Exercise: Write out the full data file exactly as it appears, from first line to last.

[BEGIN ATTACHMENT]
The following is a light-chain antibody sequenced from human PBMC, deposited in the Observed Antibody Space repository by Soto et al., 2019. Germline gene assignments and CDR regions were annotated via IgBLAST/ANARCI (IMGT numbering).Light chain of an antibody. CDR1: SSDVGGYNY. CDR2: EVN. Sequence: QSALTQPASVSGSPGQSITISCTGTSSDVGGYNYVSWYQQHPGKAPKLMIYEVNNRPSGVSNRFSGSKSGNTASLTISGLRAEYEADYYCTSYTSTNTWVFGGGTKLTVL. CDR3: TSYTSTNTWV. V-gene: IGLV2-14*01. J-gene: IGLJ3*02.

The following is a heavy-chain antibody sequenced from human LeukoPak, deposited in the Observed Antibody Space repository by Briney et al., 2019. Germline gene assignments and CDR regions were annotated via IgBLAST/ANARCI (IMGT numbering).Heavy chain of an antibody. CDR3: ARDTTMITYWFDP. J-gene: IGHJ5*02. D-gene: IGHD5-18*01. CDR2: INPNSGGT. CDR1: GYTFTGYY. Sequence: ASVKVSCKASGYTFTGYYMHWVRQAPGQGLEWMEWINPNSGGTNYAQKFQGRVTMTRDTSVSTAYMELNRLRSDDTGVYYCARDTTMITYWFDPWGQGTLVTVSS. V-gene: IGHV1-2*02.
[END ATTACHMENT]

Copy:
The following is a light-chain antibody sequenced from human PBMC, deposited in the Observed Antibody Space repository by Soto et al., 2019. Germline gene assignments and CDR regions were annotated via IgBLAST/ANARCI (IMGT numbering).Light chain of an antibody. CDR1: SSDVGGYNY. CDR2: EVN. Sequence: QSALTQPASVSGSPGQSITISCTGTSSDVGGYNYVSWYQQHPGKAPKLMIYEVNNRPSGVSNRFSGSKSGNTASLTISGLRAEYEADYYCTSYTSTNTWVFGGGTKLTVL. CDR3: TSYTSTNTWV. V-gene: IGLV2-14*01. J-gene: IGLJ3*02.

The following is a heavy-chain antibody sequenced from human LeukoPak, deposited in the Observed Antibody Space repository by Briney et al., 2019. Germline gene assignments and CDR regions were annotated via IgBLAST/ANARCI (IMGT numbering).Heavy chain of an antibody. CDR3: ARDTTMITYWFDP. J-gene: IGHJ5*02. D-gene: IGHD5-18*01. CDR2: INPNSGGT. CDR1: GYTFTGYY. Sequence: ASVKVSCKASGYTFTGYYMHWVRQAPGQGLEWMEWINPNSGGTNYAQKFQGRVTMTRDTSVSTAYMELNRLRSDDTGVYYCARDTTMITYWFDPWGQGTLVTVSS. V-gene: IGHV1-2*02.